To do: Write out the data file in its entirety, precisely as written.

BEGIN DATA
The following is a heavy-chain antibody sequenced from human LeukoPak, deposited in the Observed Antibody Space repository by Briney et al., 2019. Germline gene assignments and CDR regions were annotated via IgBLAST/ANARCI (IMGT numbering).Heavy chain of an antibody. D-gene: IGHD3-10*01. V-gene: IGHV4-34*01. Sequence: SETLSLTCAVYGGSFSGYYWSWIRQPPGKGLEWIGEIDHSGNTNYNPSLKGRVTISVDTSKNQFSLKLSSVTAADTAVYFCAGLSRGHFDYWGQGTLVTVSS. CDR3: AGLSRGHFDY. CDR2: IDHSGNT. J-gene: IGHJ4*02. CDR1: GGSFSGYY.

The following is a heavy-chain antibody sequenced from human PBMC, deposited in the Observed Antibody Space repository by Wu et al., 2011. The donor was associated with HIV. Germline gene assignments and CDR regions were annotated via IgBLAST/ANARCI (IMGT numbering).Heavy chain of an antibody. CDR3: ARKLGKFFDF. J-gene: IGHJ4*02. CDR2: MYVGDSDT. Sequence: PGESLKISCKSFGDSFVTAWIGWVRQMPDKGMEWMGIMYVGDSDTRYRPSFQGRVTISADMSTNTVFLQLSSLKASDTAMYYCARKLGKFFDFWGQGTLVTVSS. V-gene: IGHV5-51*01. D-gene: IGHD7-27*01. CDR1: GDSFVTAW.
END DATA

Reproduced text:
The following is a heavy-chain antibody sequenced from human LeukoPak, deposited in the Observed Antibody Space repository by Briney et al., 2019. Germline gene assignments and CDR regions were annotated via IgBLAST/ANARCI (IMGT numbering).Heavy chain of an antibody. D-gene: IGHD3-10*01. V-gene: IGHV4-34*01. Sequence: SETLSLTCAVYGGSFSGYYWSWIRQPPGKGLEWIGEIDHSGNTNYNPSLKGRVTISVDTSKNQFSLKLSSVTAADTAVYFCAGLSRGHFDYWGQGTLVTVSS. CDR3: AGLSRGHFDY. CDR2: IDHSGNT. J-gene: IGHJ4*02. CDR1: GGSFSGYY.

The following is a heavy-chain antibody sequenced from human PBMC, deposited in the Observed Antibody Space repository by Wu et al., 2011. The donor was associated with HIV. Germline gene assignments and CDR regions were annotated via IgBLAST/ANARCI (IMGT numbering).Heavy chain of an antibody. CDR3: ARKLGKFFDF. J-gene: IGHJ4*02. CDR2: MYVGDSDT. Sequence: PGESLKISCKSFGDSFVTAWIGWVRQMPDKGMEWMGIMYVGDSDTRYRPSFQGRVTISADMSTNTVFLQLSSLKASDTAMYYCARKLGKFFDFWGQGTLVTVSS. V-gene: IGHV5-51*01. D-gene: IGHD7-27*01. CDR1: GDSFVTAW.